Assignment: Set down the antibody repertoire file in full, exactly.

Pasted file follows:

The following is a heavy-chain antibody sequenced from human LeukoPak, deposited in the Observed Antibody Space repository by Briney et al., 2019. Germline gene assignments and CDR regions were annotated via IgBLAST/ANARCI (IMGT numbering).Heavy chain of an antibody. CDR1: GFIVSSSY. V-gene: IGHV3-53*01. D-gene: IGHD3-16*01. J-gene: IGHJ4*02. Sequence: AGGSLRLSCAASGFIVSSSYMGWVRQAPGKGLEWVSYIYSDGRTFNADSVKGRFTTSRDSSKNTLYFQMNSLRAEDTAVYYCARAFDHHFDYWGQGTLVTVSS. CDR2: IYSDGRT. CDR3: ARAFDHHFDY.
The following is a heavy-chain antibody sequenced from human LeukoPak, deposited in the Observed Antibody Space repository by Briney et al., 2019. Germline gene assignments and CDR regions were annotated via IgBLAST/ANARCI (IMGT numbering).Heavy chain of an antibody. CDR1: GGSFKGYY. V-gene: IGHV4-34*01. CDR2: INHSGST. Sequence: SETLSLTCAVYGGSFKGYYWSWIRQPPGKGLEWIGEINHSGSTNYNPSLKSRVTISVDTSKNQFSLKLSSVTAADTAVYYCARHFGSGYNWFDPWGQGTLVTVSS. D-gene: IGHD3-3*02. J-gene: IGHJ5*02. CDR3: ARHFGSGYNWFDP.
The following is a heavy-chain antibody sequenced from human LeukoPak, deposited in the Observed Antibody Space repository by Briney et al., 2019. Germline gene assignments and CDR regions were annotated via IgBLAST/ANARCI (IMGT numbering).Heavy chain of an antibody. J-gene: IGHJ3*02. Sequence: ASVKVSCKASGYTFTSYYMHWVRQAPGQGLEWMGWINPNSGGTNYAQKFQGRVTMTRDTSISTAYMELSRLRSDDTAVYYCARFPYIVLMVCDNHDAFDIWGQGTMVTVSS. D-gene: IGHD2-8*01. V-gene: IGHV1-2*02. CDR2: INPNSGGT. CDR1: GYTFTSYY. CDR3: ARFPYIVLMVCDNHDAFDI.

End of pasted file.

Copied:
The following is a heavy-chain antibody sequenced from human LeukoPak, deposited in the Observed Antibody Space repository by Briney et al., 2019. Germline gene assignments and CDR regions were annotated via IgBLAST/ANARCI (IMGT numbering).Heavy chain of an antibody. CDR1: GFIVSSSY. V-gene: IGHV3-53*01. D-gene: IGHD3-16*01. J-gene: IGHJ4*02. Sequence: AGGSLRLSCAASGFIVSSSYMGWVRQAPGKGLEWVSYIYSDGRTFNADSVKGRFTTSRDSSKNTLYFQMNSLRAEDTAVYYCARAFDHHFDYWGQGTLVTVSS. CDR2: IYSDGRT. CDR3: ARAFDHHFDY.
The following is a heavy-chain antibody sequenced from human LeukoPak, deposited in the Observed Antibody Space repository by Briney et al., 2019. Germline gene assignments and CDR regions were annotated via IgBLAST/ANARCI (IMGT numbering).Heavy chain of an antibody. CDR1: GGSFKGYY. V-gene: IGHV4-34*01. CDR2: INHSGST. Sequence: SETLSLTCAVYGGSFKGYYWSWIRQPPGKGLEWIGEINHSGSTNYNPSLKSRVTISVDTSKNQFSLKLSSVTAADTAVYYCARHFGSGYNWFDPWGQGTLVTVSS. D-gene: IGHD3-3*02. J-gene: IGHJ5*02. CDR3: ARHFGSGYNWFDP.
The following is a heavy-chain antibody sequenced from human LeukoPak, deposited in the Observed Antibody Space repository by Briney et al., 2019. Germline gene assignments and CDR regions were annotated via IgBLAST/ANARCI (IMGT numbering).Heavy chain of an antibody. J-gene: IGHJ3*02. Sequence: ASVKVSCKASGYTFTSYYMHWVRQAPGQGLEWMGWINPNSGGTNYAQKFQGRVTMTRDTSISTAYMELSRLRSDDTAVYYCARFPYIVLMVCDNHDAFDIWGQGTMVTVSS. D-gene: IGHD2-8*01. V-gene: IGHV1-2*02. CDR2: INPNSGGT. CDR1: GYTFTSYY. CDR3: ARFPYIVLMVCDNHDAFDI.